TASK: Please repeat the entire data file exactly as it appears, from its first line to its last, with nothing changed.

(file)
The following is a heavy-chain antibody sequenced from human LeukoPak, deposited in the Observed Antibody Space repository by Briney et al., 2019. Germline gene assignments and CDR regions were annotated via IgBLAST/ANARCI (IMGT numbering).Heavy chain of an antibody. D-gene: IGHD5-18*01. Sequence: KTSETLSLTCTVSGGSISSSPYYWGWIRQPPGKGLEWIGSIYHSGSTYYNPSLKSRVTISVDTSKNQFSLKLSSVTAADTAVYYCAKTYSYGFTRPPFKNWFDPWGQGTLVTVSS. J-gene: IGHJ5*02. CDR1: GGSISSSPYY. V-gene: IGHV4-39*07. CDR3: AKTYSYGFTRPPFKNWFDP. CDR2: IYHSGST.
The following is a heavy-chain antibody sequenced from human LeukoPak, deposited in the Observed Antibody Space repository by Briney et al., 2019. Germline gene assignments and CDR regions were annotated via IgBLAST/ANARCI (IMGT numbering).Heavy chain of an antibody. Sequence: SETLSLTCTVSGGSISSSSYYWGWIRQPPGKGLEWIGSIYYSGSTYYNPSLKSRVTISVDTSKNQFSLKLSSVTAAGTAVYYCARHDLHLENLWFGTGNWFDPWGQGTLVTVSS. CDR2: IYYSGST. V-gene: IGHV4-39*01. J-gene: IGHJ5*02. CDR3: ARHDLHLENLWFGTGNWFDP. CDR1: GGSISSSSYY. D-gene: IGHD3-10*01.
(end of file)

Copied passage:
The following is a heavy-chain antibody sequenced from human LeukoPak, deposited in the Observed Antibody Space repository by Briney et al., 2019. Germline gene assignments and CDR regions were annotated via IgBLAST/ANARCI (IMGT numbering).Heavy chain of an antibody. D-gene: IGHD5-18*01. Sequence: KTSETLSLTCTVSGGSISSSPYYWGWIRQPPGKGLEWIGSIYHSGSTYYNPSLKSRVTISVDTSKNQFSLKLSSVTAADTAVYYCAKTYSYGFTRPPFKNWFDPWGQGTLVTVSS. J-gene: IGHJ5*02. CDR1: GGSISSSPYY. V-gene: IGHV4-39*07. CDR3: AKTYSYGFTRPPFKNWFDP. CDR2: IYHSGST.
The following is a heavy-chain antibody sequenced from human LeukoPak, deposited in the Observed Antibody Space repository by Briney et al., 2019. Germline gene assignments and CDR regions were annotated via IgBLAST/ANARCI (IMGT numbering).Heavy chain of an antibody. Sequence: SETLSLTCTVSGGSISSSSYYWGWIRQPPGKGLEWIGSIYYSGSTYYNPSLKSRVTISVDTSKNQFSLKLSSVTAAGTAVYYCARHDLHLENLWFGTGNWFDPWGQGTLVTVSS. CDR2: IYYSGST. V-gene: IGHV4-39*01. J-gene: IGHJ5*02. CDR3: ARHDLHLENLWFGTGNWFDP. CDR1: GGSISSSSYY. D-gene: IGHD3-10*01.